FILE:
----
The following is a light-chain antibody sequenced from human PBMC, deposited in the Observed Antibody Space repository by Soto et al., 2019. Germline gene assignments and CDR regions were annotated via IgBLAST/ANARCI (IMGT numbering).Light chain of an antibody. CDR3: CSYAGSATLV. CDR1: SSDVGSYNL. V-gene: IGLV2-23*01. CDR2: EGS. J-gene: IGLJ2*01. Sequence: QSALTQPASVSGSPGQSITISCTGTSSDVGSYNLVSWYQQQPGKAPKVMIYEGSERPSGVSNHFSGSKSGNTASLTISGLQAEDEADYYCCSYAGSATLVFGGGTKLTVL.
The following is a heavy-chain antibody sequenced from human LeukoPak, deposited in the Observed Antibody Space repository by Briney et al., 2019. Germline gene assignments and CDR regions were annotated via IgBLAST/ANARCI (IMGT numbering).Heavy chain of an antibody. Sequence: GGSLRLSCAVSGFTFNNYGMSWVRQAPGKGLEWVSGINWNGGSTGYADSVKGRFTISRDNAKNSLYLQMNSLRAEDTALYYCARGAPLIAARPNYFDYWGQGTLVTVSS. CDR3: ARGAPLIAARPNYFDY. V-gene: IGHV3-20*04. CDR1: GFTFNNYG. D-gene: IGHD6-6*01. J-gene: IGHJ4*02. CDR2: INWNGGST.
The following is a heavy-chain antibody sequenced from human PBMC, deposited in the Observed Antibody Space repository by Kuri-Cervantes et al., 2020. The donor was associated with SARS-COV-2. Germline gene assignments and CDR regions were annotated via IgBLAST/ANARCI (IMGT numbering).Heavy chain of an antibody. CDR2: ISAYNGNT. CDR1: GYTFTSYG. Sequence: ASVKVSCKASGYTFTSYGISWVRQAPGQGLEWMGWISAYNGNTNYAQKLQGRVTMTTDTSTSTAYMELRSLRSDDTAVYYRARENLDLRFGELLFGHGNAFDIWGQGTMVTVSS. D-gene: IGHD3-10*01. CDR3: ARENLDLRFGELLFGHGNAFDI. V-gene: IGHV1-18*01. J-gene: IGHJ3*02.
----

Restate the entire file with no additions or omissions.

The following is a light-chain antibody sequenced from human PBMC, deposited in the Observed Antibody Space repository by Soto et al., 2019. Germline gene assignments and CDR regions were annotated via IgBLAST/ANARCI (IMGT numbering).Light chain of an antibody. CDR3: CSYAGSATLV. CDR1: SSDVGSYNL. V-gene: IGLV2-23*01. CDR2: EGS. J-gene: IGLJ2*01. Sequence: QSALTQPASVSGSPGQSITISCTGTSSDVGSYNLVSWYQQQPGKAPKVMIYEGSERPSGVSNHFSGSKSGNTASLTISGLQAEDEADYYCCSYAGSATLVFGGGTKLTVL.
The following is a heavy-chain antibody sequenced from human LeukoPak, deposited in the Observed Antibody Space repository by Briney et al., 2019. Germline gene assignments and CDR regions were annotated via IgBLAST/ANARCI (IMGT numbering).Heavy chain of an antibody. Sequence: GGSLRLSCAVSGFTFNNYGMSWVRQAPGKGLEWVSGINWNGGSTGYADSVKGRFTISRDNAKNSLYLQMNSLRAEDTALYYCARGAPLIAARPNYFDYWGQGTLVTVSS. CDR3: ARGAPLIAARPNYFDY. V-gene: IGHV3-20*04. CDR1: GFTFNNYG. D-gene: IGHD6-6*01. J-gene: IGHJ4*02. CDR2: INWNGGST.
The following is a heavy-chain antibody sequenced from human PBMC, deposited in the Observed Antibody Space repository by Kuri-Cervantes et al., 2020. The donor was associated with SARS-COV-2. Germline gene assignments and CDR regions were annotated via IgBLAST/ANARCI (IMGT numbering).Heavy chain of an antibody. CDR2: ISAYNGNT. CDR1: GYTFTSYG. Sequence: ASVKVSCKASGYTFTSYGISWVRQAPGQGLEWMGWISAYNGNTNYAQKLQGRVTMTTDTSTSTAYMELRSLRSDDTAVYYRARENLDLRFGELLFGHGNAFDIWGQGTMVTVSS. D-gene: IGHD3-10*01. CDR3: ARENLDLRFGELLFGHGNAFDI. V-gene: IGHV1-18*01. J-gene: IGHJ3*02.